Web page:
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Hispanic American Historical Review 83.4 (2003) 753-754

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Women Who Live Evil Lives: Gender, Religion, and the Politics of Power in Colonial Guatemala . By Martha Few. Austin: University of Texas Press, 2002. Illustrations. Maps. Notes. Glossary. Bibliography. Index. xii, 188 pp. Cloth, $49.95. Paper, $19.95.

New Spain's Inquisition in Santiago de Guatemala (present-day Antigua) designated women under investigation for sorcery, healing, and spiritual leadership as "mujeres de mal vivir" (women who live evil lives). These women, most of them mulatas, enacted physical and spiritual cures, settled disputes, and performed "love magic." Martha Few's concise presentation of their history in the seventeenth and eighteenth centuries, based primarily on inquisitorial documentation, brims with fascinating details about the clandestine activities of these "evil living women." Her chapter on illness is especially rich in its presentation of healers' and midwives' herbal and supernatural remedies.

Few makes a significant contribution to the discussion about the relationship between marginal groups and institutional power that has engaged historians of Latin America for three decades. Her goal is to analyze "the gender and ethnic dimensions of cultural authority and power within the process of colonial rule in Latin America" (p. 2). Scholars have done little work on this question as it pertains to gender and religion in colonial Guatemala, so her research is a welcome addition. She provides compelling evidence that control over women and their behavior was instrumental to the maintenance of Spanish authority in this peripheral region of New Spain.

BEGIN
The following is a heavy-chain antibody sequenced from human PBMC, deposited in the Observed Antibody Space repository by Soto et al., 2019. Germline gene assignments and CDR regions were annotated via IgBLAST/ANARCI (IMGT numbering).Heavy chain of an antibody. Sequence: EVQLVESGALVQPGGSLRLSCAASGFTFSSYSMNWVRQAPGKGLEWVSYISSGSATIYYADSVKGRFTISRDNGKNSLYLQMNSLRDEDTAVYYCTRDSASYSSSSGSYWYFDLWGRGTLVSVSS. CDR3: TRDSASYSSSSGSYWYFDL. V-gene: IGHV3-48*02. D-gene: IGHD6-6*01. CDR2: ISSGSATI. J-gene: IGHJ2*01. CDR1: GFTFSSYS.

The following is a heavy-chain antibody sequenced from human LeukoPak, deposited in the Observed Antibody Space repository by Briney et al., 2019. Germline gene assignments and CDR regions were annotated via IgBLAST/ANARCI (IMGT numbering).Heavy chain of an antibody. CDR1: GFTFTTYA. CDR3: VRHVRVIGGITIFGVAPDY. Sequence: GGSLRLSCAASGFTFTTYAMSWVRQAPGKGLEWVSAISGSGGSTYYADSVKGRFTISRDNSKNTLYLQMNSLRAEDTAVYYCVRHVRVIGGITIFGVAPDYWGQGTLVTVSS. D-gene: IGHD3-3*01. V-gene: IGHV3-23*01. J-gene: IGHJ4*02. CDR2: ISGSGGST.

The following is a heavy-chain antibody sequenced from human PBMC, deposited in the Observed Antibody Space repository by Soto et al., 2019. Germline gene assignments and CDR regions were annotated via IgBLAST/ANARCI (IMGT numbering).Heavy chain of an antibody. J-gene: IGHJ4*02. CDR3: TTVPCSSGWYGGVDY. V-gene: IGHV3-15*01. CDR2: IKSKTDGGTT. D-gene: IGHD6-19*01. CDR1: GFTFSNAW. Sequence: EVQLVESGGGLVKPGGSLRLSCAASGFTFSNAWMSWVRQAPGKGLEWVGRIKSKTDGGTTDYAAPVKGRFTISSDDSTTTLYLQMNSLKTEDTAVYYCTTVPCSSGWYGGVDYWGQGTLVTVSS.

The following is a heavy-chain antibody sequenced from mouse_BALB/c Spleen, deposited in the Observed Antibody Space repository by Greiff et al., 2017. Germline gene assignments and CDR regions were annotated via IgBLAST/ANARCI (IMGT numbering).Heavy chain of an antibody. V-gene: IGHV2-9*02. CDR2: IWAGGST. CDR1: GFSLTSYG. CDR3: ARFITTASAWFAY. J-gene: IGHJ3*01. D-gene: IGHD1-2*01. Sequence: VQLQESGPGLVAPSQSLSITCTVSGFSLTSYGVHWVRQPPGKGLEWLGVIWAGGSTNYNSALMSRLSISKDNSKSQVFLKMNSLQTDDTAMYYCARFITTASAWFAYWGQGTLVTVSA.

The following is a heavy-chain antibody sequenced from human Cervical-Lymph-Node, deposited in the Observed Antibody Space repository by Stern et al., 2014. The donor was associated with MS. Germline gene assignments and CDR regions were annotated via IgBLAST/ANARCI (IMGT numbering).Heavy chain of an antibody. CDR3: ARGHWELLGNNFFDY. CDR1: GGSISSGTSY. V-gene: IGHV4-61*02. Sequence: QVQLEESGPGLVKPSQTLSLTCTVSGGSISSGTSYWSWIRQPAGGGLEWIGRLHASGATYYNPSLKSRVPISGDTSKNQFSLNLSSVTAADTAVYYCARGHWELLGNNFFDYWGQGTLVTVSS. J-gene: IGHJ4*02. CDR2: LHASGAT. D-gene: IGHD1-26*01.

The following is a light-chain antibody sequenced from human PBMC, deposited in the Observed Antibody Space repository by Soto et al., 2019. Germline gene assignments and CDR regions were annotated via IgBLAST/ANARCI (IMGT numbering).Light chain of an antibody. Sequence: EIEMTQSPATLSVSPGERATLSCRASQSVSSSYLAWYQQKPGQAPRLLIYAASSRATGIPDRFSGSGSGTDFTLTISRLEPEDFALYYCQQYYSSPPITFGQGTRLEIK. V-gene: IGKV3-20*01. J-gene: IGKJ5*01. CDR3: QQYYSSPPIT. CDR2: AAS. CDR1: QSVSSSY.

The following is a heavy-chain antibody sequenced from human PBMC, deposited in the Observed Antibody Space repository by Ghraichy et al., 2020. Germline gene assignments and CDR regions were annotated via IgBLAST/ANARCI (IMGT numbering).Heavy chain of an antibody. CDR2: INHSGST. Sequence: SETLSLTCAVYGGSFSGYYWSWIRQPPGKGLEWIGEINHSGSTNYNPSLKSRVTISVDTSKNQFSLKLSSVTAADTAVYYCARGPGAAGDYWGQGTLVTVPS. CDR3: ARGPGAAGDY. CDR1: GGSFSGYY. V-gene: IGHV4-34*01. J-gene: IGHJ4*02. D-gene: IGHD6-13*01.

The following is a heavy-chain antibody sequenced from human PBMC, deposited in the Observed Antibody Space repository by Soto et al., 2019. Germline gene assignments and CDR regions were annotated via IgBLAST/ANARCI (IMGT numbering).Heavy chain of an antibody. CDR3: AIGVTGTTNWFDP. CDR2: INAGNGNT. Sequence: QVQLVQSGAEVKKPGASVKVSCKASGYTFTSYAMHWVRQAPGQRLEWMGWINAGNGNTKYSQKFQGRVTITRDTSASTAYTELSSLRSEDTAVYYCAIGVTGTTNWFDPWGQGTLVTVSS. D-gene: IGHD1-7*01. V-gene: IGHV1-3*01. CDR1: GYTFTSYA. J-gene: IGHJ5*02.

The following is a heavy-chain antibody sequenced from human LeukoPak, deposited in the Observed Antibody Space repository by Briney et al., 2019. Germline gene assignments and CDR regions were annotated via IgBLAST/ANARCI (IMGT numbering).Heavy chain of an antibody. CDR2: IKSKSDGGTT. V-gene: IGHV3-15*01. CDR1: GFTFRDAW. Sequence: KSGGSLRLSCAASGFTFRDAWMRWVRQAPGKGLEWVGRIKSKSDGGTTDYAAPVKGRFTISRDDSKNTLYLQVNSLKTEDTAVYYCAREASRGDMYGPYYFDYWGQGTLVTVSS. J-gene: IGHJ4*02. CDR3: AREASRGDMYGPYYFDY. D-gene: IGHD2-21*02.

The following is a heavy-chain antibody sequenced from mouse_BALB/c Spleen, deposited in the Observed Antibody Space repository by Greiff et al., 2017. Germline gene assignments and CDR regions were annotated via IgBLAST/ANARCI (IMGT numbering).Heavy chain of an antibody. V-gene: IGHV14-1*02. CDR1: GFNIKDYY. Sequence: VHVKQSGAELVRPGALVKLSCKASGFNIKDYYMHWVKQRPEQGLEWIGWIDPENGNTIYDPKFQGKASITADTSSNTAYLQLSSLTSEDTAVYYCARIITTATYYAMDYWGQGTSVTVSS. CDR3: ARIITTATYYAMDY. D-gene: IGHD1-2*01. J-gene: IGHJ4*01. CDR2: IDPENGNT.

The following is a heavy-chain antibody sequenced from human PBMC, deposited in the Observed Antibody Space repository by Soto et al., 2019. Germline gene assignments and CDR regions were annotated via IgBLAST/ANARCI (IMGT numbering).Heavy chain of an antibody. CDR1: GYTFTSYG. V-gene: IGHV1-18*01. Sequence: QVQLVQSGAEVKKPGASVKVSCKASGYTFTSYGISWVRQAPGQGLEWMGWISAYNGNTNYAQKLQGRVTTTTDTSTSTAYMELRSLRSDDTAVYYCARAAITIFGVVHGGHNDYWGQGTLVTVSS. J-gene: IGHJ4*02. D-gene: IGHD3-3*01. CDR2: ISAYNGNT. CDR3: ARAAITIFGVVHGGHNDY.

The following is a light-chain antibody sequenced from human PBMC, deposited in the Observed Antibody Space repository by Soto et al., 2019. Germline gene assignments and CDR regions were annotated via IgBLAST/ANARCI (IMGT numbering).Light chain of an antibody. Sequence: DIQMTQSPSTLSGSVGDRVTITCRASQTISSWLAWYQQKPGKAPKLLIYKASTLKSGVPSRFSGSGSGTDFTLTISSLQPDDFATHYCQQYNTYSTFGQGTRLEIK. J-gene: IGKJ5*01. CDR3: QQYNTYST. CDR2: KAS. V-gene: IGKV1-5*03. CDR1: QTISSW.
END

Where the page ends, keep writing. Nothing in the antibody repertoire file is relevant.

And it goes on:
Few organizes her study around three issues. First, she examines marginalized groups' contestations of colonialism, arguing that castas, Indians, and women resisted domination through participation in Spanish, African, and indigenous religious traditions. Second, she examines how spiritual leaders deployed authority at the community level, asserting that such figures based their legitimacy on their knowledge of the natural world and of the human body. Women, in particular, drew expertise from their experiences with birth, lactation, food preparation, and readying corpses for burial. Finally, Few examines the local networks formed among these women, their clients, and those who witnessed their cures. These multiethnic and cross-class associations threatened Spanish colonial power at the local level. She concludes that colonized groups challenged the power of the colonial state, ideologies of patriarchy, and "the honor/shame complex." Unlike in New Spain's political core, these ideologies "were not yet fixed" in Guatemala during the late colonial period (p. 130).

The book opens with the story of a Spanish priest who charged a mulata and a mestiza with bewitching him. Few returns to his tale to discuss how the priest's account of these women's attacks—forcing his body into the shape of a cross, beating him, and sucking blood from his wounds—"suggested a symbolic inversion of male sexual violence used against women" (p. 48). In other passages, she describes [End Page 753] the use of foods infused with women's own body fluids as a means to "free men of anger" or attract sexual partners (including priests). She tells of others who cured or cursed people by causing them to vomit foreign objects such as hair, charcoal, or bits of cloth; still others "shape-changed" into alien creatures. Few concludes that that the locus of these women's powers lay in "the female body and physical manifestations of female sexuality," which "became a ritual weapon" (p. 52) used to contest colonial authority. Her argument parallels the conclusions made by Jean Franco, Ruth Behar, and Irene Silverblatt in the contexts of colonial Mexico and the Andes.

Few acknowledges the daunting task of reconstructing the spiritual and social practices of a group of prosecuted women from the historical documentation of their prosecutors. Her evidence certainly supports the conclusion that some disgruntled victims, the officers of the Inquisition, and perhaps even the abstract entity of Spanish colonial authority feared the power inversions implied by the spiritual activities of these "evil living women." However, her interpretations of the perpetrators' intentions are based on more ambiguous grounds (assuming...


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